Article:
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Katherine is the Managing Editor at The Hudsucker. She has been working in libraries for the past 10 years and holds a B.A. in American Studies & Ethnicity from the University of Southern California. In her free time, the Seattleite enjoys writing fiction, going to brunch, taking long walks with her roommate, and playing Dungeons & Dragons with her friends. Katherine is a huge fan of the Seattle Mariners and has probably seen every Marvel movie at least five times. She loves classic rock and can quote even the most obscure lines from The Simpsons. Follow Katherine on Twitter: @thethingiskat.

Concert Review: Al Stewart Brings His ‘Year of the Cat’ Tour to Edmonds

Image Credit: Lori Stoll

It’s rare to be able to hear one of your favorite albums played live all the way through, but I was lucky enough to experience this when British folk musician Al Stewart brought his Year of the Cat tour to the Edmonds Center for the Arts in Edmonds, Washington on Friday night.

Joined by Chicago area band The Empty Pockets, who served as both an opening act and backing band, and multi-instrumentalist Marc Macisso, Stewart brought the iconic Alan Parsons produced Platinum album to life in front of a sold out crowd. Featuring great musicianship and storytelling, Stewart breathed new life into his iconic album and put on a show that was a real treat for everyone in the audience.

The show on Nov. 10 got off to a great start with The Empty Pockets putting on an energetic set that more than won over the crowd. After a brief intermission, travel writer extraordinaire and local favorite Rick Steves came on stage and gave Stewart a lovely introduction. Throughout the set, Stewart remarked that he normally plays solo acoustic shows, but praised the musical talents of Macisso and The Empty Pockets. Though an acoustic set from Stewart would have been lovely, the extra musical accompaniment brought out a liveliness and edge to many of his songs. He began the set with the songs “Sirens of Titan,” “Antarctica,” and “Time Passages,” a song he said was indicative of his song writing as he always writes about different time periods and events, before getting into Year of the Cat.

Image Credit: Fred Kuhlman

He played the album tracks in order, starting with “Lord Grenville,” a song about Sir Richard Grenville, an English sailor who died in battle in 1591. Stewart then moved onto “On the Border,” which he said was inspired by the conflicts in Spain and Rhodesia. After playing “Midas Shadow,” Stewart told a few stories relating to the next track on the album, “Sand in Your Shoes.” He explained that the song was a Bob Dylan “pastiche” because after hearing Dylan on the radio (Stewart does a spot on Bob Dylan impression, by the way) he felt he might be able to make it too. His record label was really pressuring him to write songs that would be popular commercially, and though Dylan and folk music were becoming popular, “Sand in Your Shoes” was only a hit in South Africa.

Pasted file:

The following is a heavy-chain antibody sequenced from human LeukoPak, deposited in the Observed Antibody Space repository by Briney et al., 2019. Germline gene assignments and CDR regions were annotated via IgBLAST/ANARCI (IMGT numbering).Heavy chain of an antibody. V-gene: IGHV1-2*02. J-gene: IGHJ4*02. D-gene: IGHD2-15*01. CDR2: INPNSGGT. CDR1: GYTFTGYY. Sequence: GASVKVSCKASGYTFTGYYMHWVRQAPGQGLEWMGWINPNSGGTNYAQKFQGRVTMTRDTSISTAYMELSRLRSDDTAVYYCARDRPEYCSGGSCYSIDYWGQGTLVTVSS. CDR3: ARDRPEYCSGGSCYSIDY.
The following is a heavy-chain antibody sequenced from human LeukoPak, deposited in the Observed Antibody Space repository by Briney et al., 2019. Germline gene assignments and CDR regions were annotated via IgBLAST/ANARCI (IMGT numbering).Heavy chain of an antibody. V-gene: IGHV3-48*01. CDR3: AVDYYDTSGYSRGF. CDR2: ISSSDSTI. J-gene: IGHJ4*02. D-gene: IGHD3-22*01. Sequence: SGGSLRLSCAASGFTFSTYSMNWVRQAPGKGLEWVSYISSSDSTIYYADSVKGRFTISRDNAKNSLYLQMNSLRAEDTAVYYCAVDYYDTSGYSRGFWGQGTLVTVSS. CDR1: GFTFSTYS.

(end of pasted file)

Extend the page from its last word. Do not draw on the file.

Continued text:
Stewart continued on with “If It Doesn’t Come Naturally, Leave It” and “Flying Sorcery” before jumping into crowd favorite “Broadway Hotel.” The song, he explained, came about from his label’s desire to have him write something about sex. The songwriting process included wine and Albert Camus, among other things, and ended with “Broadway Hotel.” Next was “One Stage Before,” of which he said he wasn’t sure what the song was actually about. He talked a little about his usual writing process in regards to the song and how he normally writes up to 12 verses when writing a song and then picks the best ones. For this one, however, he said that looking back some of the best verses didn’t make the cut. The song was originally inspired by Lewis Carroll, but those lyrics didn’t make the cut, and thus he wasn’t really sure what it ended up being about.

Image Credit: RCA Records

When it came time to talk about the title track, Stewart told a story of being on tour in America with Linda Ronstadt and how it wasn’t really a great experience for him. But one night during soundcheck, his piano player played a melody similar to that in “Year of the Cat.” He asked if he could write lyrics to it, and though the piano player said no, he did it anyway, and “Year of the Cat” was born. The crowd, myself included, was ecstatic to hear the song and gave Stewart a standing ovation as he left the stage. When he reappeared for the encore, he played “Valentina Way” with The Empty Pockets before playing a lovely version of “In Brooklyn” by himself with his guitar. Though having a backing band for the Year of the Cat album was wonderful, Stewart really shines when he’s solo, and as someone who had never seen him in concert until now, I imagine that a solo Stewart show would be just as big of a treat to see.

Throughout the set, Stewart was incredibly charming and showed off a self-deprecating sense of humor. He talked a lot about his label wanting his 7th album to be full of hits and be commercially successful, and how even though he went about it his way, Year of the Cat ended up being a success anyway. He also shared a story about learning to play the guitar from King Crimson’s Robert Fripp. His anecdotes were insightful, but he also made the crowd laugh a lot when talking about how the album and certain songs came about. Stewart was in top form Friday night, and everyone who was lucky enough to be there truly witnessed something special. If you’re lucky enough to catch Stewart’s Year of the Cat album tour, you’re in for a real treat.

Al Stewart is currently on tour across the United States playing his iconic album Year of the Cat. For tour dates and other information, visit alstewart.com

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